Tufted jay (Cyanocorax dickeyi)
|Also known as:||chara pinta, Dickey’s Jay|
|Size||Length: 37 cm (2)|
|Weight||176 g (2)|
Classified as Near Threatened (NT) on the IUCN Red List 2007 (1).
The tufted jay is a strikingly beautiful relative of crows, named for the unmistakable stiff, fan-shaped crest of feathers on its head. The crest is black, blending into dark blue toward the base of the feathers. Gleaming white patches above and below the eye and at the back of the neck, along with the white underparts, appear in stark contrast to the dark blue of the rest of the plumage. The long, rather broad tail is also almost entirely white and is graduated at the tip (2) (3). The bill and legs are black and the irises are bright yellow. Juvenile tufted jays have a shorter crest than adults, dark eyes and a flesh-coloured bill base. The tufted jay makes a variety of sounds, and often mimics other noises, but its typical call is a staccato ‘chuk-chuk’ or ‘ca-ca-ca-ca’ (2)
The tufted jay occurs only in a small mountainous area of north-west Mexico, on the Pacific slope of the Sierra Madre Occidental mountain range (2) (4).
Tufted jays inhabit pine-oak forests on the hillsides and ridges of canyons, and dense deciduous and evergreen forest along rivers and streams in the valley bottoms, at elevations between 1,350 and 2,150 metres (2).
A highly social bird, the beautiful tufted jay lives in flocks of 4 to 16 individuals. The larger flocks often break up into smaller groups as the breeding season commences at the end of March, to form flocks of an adult breeding pair and several immature birds. These small breeding groups cooperate in the task of raising a brood, starting with each bird in the flock gathering sticks, twigs and plant fibres for the breeding female. From these materials, the female will build a bulky nest, adorning the rim with fresh, green leaves. The nest is generally situated 5 to 15 meters above the ground, hidden in the dense canopy of a shaded tree (2).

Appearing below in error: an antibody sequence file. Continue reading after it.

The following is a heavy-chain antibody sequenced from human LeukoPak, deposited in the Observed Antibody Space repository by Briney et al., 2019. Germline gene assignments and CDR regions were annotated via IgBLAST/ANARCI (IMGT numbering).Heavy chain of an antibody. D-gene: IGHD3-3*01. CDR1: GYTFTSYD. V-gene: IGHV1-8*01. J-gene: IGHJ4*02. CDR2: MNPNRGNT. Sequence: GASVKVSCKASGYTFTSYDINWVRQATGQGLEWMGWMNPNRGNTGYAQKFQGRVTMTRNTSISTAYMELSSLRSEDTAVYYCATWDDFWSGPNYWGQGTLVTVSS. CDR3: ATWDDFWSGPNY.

Between April and May, a clutch of three to five dull, greenish-white eggs is laid, which are patterned with brown speckles and blotches and little pale purplish markings. The eggs are incubated for 18 to 19 days, during which time the male will spend a good part of his day guarding the nest. When the eggs have hatched, the whole flock becomes active once more, busily flying to and from the nest with food for the new chicks (2).
The tufted jay feeds on a variety of invertebrates, fruit, berries and acorns, which it forages for primarily in the tree canopy, rarely descending to the ground. It has been seen probing and tearing apart clumps of vegetation to extract berries and acorns, and will even hang upside-down briefly or hover while feeding. For several hours in the middle of the day, when the sun is at its hottest, the tufted jay will take a break from its activities and will rest or preen in the cool of a shady spot (2).
The small range of the tufted jay makes it very vulnerable to any threats it may face (2). Presently, this comes in the form of forest destruction, which, while it may be impacting the tufted jay to some extent, the mountainous forest it inhabits is relatively inaccessible and thus less suitable for logging and conversion to agriculture as surrounding areas. There are also reports of this uncommon bird being hunted for fun by schoolboys (4).
In 2005, a small logging cooperative, together with the non-governmental organisation Pronatura Noroeste and government agencies, created a preserve to protect the habitat of the tufted jay (5) (6). The logging cooperative realised the need to protect the forest and its inhabitants for the spiritual and financial benefit of future generations, and saw the value in ecotourism (5). This preserve now protects more than 5,000 hectares of the tufted jay’s habitat, and further conservation measures for the region have been proposed, including environmental education and the development of alternative economic activities (6).
For further information on the Tufted Jay Preserve:
- Tufted Jay Preserve:
For more information on this and other bird species please see:
- BirdLife International:
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- Invertebrates: animals with no backbone.
IUCN Red List (June, 2007)
- Madge, S. and Burn, H. (1994) Crows and Jays. A Guide to the Crows, Jays and Magpies of the World. Christopher Helm Ltd, London.
- Moore, R.T. (1935) A new jay of the genus Cyanocorax from Sinaloa, Mexico. The Auk, 52: 274 - 277.
BirdLife International (May, 2008)
Tufted Jay Preserve (May, 2008)
Pronatura Noroeste (May, 2008)